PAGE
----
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PEDv presence at Oklahoma Youth Expo means biosecurity a must to promote pig well-being

Friday, March 22, 2019

Baby pigs age 3 weeks or younger are especially susceptible to PEDv, with up to 100 percent mortality rates documented. (Photo by Todd Johnson, OSU Agricultural Communications Services)

Porcine epidemic diarrhea virus, commonly referred to as PEDv, was confirmed overnight on March 21 at the 2019 Oklahoma Youth Expo, making it important to separate fact from fiction for anyone wondering what that really means to pork producers, exhibitors, the animals and the general public.

“PEDv occurs only in pigs, is not a human health risk and has no effect on food designated for human consumption,” said Dr. Barry Whitworth, Oklahoma State University Cooperative Extension veterinarian and food animal quality and health specialist. “Humans cannot catch the disease from pigs, and pork products from exposed swine are safe for consumption when properly prepared.”

The swine disease is highly infectious in pigs and produces acute and severe outbreaks of diarrhea and vomiting that can transmit rapidly to all swine in an area. PEDv can be a killer. Baby pigs age 3 weeks or younger are especially susceptible, with up to 100 percent mortality rates documented.

“Producers and exhibitors who attended the Oklahoma Youth Expo should take all recommended biosecurity measures to prevent introducing the disease into their pigs at home, especially if they have sows that have farrowed or are due to farrow,” Whitworth said.

Basic biosecurity measures include keeping pigs that have been to shows and off-farm areas isolated from the rest of the herd for no fewer than a week and up to 30 days, if possible; having dedicated boots and clothing for isolation areas; and designating tack and other equipment that will be used only for animals in isolation.

“All vehicles, trailers and equipment such as feeders, buckets and sort-boards need to be cleaned, disinfected and dried,” Whitworth said. “Use a power washer if you must. Remember, you don’t have to come in contact with infected swine to spread the disease. Walking into a contaminated area can increase the risk just as easily.”

PEDv is thought to have gone undetected at the expo for several days, meaning the swine present have possibly been exposed to the disease.

“It takes a couple of days to manifest and develop to the extent we saw,” said Roy Lee Lindsey, Oklahoma Pork Council executive director. “Our biggest concern right now is taking steps to limit the spread as best we can. People who attended the expo need to exercise extreme caution in terms of managing the risk around their livestock, most especially young piglets.”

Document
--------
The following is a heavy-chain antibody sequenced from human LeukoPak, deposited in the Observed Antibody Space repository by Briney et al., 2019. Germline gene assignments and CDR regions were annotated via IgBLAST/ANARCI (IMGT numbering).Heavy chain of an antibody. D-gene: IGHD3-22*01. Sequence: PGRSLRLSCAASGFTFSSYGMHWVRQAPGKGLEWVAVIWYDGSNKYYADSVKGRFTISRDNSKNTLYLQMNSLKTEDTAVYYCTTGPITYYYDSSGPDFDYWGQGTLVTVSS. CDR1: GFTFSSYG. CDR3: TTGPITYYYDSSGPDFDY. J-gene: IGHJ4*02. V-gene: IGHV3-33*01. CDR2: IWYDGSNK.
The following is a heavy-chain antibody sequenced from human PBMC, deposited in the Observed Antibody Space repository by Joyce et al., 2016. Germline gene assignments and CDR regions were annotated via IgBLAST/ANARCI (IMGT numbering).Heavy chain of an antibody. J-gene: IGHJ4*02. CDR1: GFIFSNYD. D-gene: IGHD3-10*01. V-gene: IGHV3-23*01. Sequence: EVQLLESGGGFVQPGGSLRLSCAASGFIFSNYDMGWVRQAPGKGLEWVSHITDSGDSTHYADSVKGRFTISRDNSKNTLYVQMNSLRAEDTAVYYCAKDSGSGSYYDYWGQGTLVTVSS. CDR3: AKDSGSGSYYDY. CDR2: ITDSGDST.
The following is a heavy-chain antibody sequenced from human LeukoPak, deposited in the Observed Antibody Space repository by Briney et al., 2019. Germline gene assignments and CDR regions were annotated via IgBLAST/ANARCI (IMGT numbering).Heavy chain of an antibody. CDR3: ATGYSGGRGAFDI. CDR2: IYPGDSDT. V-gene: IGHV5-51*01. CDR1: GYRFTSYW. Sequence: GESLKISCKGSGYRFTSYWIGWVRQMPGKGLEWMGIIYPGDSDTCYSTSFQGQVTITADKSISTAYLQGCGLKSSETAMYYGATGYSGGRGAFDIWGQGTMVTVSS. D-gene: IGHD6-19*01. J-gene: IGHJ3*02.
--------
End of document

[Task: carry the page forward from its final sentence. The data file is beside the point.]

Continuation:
Lindsey gave a special shout-out to the Oklahoma Animal Disease Diagnostic Laboratory on OSU’s Stillwater campus, applauding the staff’s rapid response to the PEDv presence.

“They worked through the night and into the morning hours to confirm the presence of PEDv at the expo, allowing us to make informed decisions and initiate the best possible response in the quickest manner possible,” Lindsey said.

OADDL staff confirmed the presence of PEDv from provided samples within 5 hours. The efficiency and effectiveness of the laboratory did not surprise Lindsey, who called the OADDL one of the state’s greatest resources. Laboratory staff work closely with recognized experts in OSU’s Center for Veterinary Health Sciences, Boren Veterinary Medical Hospital and the National Center for Veterinary Parasitology to provide contemporary, state-of-the-art veterinary diagnostics for veterinarians, producers, government agencies and more.

“We always stress the importance of people working closely with their local veterinarian to ensure the well-being of their animals,” said Dr. Keith Bailey, OSU veterinarian and OADDL director. “If a disease is suspected, the veterinarian then will collect appropriate samples in the approved manner and send them to our laboratory for testing.”

Bailey added even the most knowledgeable swine owner should develop a good working relationship with his or her local veterinarian. After all, it is possible diseases such as African Swine Fever or Classical Swine Fever could initially present with severe diarrhea that might be mistaken for PEDv.

“A cooperative partnership between animal owner and veterinarian really is the best bet to promote animal well-being,” Bailey said. “And remember, many animal diseases like to hitch a ride on clothing and equipment; the need to employ good biosecurity measures as a way to minimize the accidental spread of disease cannot be stressed enough.”

Additional information on PEDv and biosecurity measures is available online through the Oklahoma Department of Agriculture, Food and Forestry at http://www.ag.ok.gov/ais, and the Pork Checkoff website at http://www.pork.org/pedv. Those interested also might want to visit with their Oklahoma Cooperative Extension Service county office, typically listed in local directories under “County Government.”

The Oklahoma Cooperative Extension Service is one of two state agencies administered by OSU’s Division of Agricultural Sciences and Natural Resources, and is a key part of the university’s state and federally mandated teaching, research and Extension land-grant mission.

By Donald Stotts

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